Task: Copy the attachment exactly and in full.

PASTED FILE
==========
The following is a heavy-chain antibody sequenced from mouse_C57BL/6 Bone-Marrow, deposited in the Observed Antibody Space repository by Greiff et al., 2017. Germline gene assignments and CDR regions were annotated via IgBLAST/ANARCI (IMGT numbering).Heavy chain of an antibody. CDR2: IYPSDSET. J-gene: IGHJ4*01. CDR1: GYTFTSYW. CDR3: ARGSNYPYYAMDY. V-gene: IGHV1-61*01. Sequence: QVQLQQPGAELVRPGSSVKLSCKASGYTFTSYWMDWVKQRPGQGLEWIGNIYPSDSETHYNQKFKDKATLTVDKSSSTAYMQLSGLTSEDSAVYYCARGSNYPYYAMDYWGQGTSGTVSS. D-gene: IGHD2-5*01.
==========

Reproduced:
The following is a heavy-chain antibody sequenced from mouse_C57BL/6 Bone-Marrow, deposited in the Observed Antibody Space repository by Greiff et al., 2017. Germline gene assignments and CDR regions were annotated via IgBLAST/ANARCI (IMGT numbering).Heavy chain of an antibody. CDR2: IYPSDSET. J-gene: IGHJ4*01. CDR1: GYTFTSYW. CDR3: ARGSNYPYYAMDY. V-gene: IGHV1-61*01. Sequence: QVQLQQPGAELVRPGSSVKLSCKASGYTFTSYWMDWVKQRPGQGLEWIGNIYPSDSETHYNQKFKDKATLTVDKSSSTAYMQLSGLTSEDSAVYYCARGSNYPYYAMDYWGQGTSGTVSS. D-gene: IGHD2-5*01.